Association GERES

Social value of carbon revealed

Carbon pricing is likely to be one of the ingredients of the climate agreement negotiated during COP21. In 1997, the Kyoto Protocol launched the festivities via an international CO2 emission allowance trading system. It gave rise to an international carbon price which serves as a reference today. Yet carbon has several prices and limiting a ton of CO2 simply to a price defined by a market means that its social value is overlooked.

Carbon at market prices

A price can be set for carbon and never changed. In this case, it involves a tax measure, often called the “carbon tax”. It sets a price signal and intentionally for the long term. While the risk of this tax is that it will place a burden on the budgets of the actors concerned (households, companies), it does have the advantage of strongly guiding investments and our consumption choices. As with any tax, it supplies the revenues of the State that introduced it and, depending on the degree of political will, it can provide considerable financial leverage for a transition towards a low-carbon economy. Today, nine countries and regions, mainly located in Europe, tax their carbon emissions. The price per ton of carbon emitted ranges from EUR 17 in the UK to EUR 118 in Sweden. In France, this tax system is called the climate-energy contribution. It is based on a ton of carbon at EUR 14.5 in 2015.

The carbon price that commonly serves as a reference is the one defined by the market, depending on supply and demand. Since the signing of the Kyoto Protocol, a quantity of rights to emit CO2 (emission quotas) is allocated every year to actors under regulatory constraints. In order to comply with their carbon emission limits, they have the possibility of exchanging these rights on a common financial market. In Europe, it is the EU ETS – Emissions Trading System. The carbon price constantly fluctuates on this market, as it depends on a number of external factors: an economic crisis will slow down industrial production, mild weather in winter will reduce the need for heating, energy costs will influence the market, etc. The price of carbon is way off the EUR 30 per ton of CO2 set by economists to encourage industries to be more eco-responsible, and is disconnected from the growing urgency to change model.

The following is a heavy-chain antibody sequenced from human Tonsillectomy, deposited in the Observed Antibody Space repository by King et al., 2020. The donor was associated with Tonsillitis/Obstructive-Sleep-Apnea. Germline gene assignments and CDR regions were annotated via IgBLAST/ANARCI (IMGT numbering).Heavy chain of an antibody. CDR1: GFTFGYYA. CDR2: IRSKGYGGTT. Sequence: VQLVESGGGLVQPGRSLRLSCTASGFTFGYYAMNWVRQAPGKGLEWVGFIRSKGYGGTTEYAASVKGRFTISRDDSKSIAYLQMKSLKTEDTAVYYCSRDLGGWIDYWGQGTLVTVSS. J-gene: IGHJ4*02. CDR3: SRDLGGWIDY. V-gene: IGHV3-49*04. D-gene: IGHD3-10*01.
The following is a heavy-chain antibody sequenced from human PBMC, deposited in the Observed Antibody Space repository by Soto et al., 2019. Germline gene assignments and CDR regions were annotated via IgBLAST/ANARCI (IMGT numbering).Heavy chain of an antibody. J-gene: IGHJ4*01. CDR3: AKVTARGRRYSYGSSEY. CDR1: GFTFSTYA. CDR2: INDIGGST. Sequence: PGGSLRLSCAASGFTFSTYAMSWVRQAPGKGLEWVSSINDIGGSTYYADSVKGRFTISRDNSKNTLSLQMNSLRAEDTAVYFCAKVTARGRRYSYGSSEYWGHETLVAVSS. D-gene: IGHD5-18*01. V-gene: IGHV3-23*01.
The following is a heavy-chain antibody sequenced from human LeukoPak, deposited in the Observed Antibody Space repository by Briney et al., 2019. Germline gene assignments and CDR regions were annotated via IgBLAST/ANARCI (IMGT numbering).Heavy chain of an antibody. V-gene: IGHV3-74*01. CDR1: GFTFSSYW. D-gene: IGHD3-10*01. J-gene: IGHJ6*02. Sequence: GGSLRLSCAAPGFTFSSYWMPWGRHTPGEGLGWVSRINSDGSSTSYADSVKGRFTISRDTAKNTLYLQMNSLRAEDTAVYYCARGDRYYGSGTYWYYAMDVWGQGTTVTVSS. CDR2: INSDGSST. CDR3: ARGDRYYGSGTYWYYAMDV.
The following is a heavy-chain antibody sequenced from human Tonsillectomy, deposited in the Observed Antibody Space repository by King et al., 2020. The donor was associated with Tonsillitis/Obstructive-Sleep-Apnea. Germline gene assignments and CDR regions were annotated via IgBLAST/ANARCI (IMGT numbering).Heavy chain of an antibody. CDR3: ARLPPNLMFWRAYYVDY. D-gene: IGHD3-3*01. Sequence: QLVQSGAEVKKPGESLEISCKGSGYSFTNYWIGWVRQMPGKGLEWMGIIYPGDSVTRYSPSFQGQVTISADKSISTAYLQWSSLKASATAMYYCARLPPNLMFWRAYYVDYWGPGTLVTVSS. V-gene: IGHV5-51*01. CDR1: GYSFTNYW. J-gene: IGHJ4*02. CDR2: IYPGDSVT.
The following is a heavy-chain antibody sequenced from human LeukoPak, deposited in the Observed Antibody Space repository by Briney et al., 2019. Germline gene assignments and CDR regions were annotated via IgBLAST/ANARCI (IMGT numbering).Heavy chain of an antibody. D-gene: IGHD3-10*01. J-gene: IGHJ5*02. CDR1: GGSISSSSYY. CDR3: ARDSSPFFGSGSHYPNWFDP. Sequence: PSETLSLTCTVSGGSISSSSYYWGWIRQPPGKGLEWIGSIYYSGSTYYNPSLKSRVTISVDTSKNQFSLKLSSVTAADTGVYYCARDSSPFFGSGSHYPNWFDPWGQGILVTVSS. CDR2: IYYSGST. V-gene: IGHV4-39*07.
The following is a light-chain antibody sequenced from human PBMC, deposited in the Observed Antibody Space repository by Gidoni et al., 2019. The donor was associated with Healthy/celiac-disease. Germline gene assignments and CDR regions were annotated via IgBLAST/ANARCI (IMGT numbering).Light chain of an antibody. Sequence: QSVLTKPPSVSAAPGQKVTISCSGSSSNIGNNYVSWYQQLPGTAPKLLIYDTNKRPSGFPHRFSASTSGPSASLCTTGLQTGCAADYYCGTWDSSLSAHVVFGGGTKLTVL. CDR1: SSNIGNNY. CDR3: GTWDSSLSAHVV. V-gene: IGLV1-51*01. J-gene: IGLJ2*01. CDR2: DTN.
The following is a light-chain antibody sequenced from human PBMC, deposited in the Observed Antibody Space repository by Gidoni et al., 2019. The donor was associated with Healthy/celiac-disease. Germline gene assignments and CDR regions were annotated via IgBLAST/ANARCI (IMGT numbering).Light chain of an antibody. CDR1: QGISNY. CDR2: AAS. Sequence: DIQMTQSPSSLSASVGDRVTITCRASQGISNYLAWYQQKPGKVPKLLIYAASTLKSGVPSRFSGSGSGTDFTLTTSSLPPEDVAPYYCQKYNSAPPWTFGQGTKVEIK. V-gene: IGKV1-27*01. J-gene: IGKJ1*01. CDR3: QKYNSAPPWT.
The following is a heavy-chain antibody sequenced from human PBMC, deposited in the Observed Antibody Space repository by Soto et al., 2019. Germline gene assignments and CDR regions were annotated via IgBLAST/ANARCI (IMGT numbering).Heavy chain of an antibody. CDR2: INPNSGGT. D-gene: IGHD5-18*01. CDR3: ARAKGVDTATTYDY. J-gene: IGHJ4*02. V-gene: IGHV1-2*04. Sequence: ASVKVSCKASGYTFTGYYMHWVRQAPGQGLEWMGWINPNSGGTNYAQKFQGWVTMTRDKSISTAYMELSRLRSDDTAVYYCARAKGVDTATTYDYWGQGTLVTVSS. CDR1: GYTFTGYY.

Social carbon: A concrete value

Improved cookstove project in Cambodia to reduce gas emissionsIn addition to a market price, which only concerns actors under regulatory constraints, there is a social carbon price paid voluntarily by those who wish to engage in an international solidarity action. This price is shown through the reality of a low-carbon development project in the field. The abatement cost for a ton of greenhouse gas for these projects will directly depend on the socioeconomic impacts that the target populations benefit from. When these projects aim to build the capacities of local communities, structure a local economic sector, or organize the large-scale implementation of energy efficiency solutions, the carbon price has a social value. These projects are generally conducted in developing countries and follow very strict certification procedures. They are also subject to verification by an independent third party. They deliver as many carbon credits as they have avoided CO2 emissions. These credits are subsequently sold by carbon compensation operators to companies, individuals or local authorities in industrialized countries. Each operator is different and promotes its specificity, its vision and its ethics.